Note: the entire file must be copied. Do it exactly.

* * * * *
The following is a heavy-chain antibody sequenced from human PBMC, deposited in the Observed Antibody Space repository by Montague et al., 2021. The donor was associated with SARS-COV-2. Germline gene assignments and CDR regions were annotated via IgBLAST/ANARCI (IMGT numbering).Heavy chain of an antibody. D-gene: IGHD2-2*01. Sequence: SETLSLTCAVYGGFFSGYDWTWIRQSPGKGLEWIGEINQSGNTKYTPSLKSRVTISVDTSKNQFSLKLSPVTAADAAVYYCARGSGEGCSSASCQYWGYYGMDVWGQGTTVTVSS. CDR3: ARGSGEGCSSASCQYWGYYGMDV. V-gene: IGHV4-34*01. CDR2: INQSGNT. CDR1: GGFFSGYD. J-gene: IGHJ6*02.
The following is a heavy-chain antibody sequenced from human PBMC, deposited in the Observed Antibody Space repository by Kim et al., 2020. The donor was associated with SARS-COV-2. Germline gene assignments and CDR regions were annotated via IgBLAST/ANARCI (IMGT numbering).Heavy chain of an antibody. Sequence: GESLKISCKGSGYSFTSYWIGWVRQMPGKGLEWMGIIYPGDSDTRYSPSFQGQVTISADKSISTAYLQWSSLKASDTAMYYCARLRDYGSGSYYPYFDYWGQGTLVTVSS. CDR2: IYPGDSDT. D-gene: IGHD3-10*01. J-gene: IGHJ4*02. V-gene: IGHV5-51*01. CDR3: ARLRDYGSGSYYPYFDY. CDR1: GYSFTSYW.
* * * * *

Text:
The following is a heavy-chain antibody sequenced from human PBMC, deposited in the Observed Antibody Space repository by Montague et al., 2021. The donor was associated with SARS-COV-2. Germline gene assignments and CDR regions were annotated via IgBLAST/ANARCI (IMGT numbering).Heavy chain of an antibody. D-gene: IGHD2-2*01. Sequence: SETLSLTCAVYGGFFSGYDWTWIRQSPGKGLEWIGEINQSGNTKYTPSLKSRVTISVDTSKNQFSLKLSPVTAADAAVYYCARGSGEGCSSASCQYWGYYGMDVWGQGTTVTVSS. CDR3: ARGSGEGCSSASCQYWGYYGMDV. V-gene: IGHV4-34*01. CDR2: INQSGNT. CDR1: GGFFSGYD. J-gene: IGHJ6*02.
The following is a heavy-chain antibody sequenced from human PBMC, deposited in the Observed Antibody Space repository by Kim et al., 2020. The donor was associated with SARS-COV-2. Germline gene assignments and CDR regions were annotated via IgBLAST/ANARCI (IMGT numbering).Heavy chain of an antibody. Sequence: GESLKISCKGSGYSFTSYWIGWVRQMPGKGLEWMGIIYPGDSDTRYSPSFQGQVTISADKSISTAYLQWSSLKASDTAMYYCARLRDYGSGSYYPYFDYWGQGTLVTVSS. CDR2: IYPGDSDT. D-gene: IGHD3-10*01. J-gene: IGHJ4*02. V-gene: IGHV5-51*01. CDR3: ARLRDYGSGSYYPYFDY. CDR1: GYSFTSYW.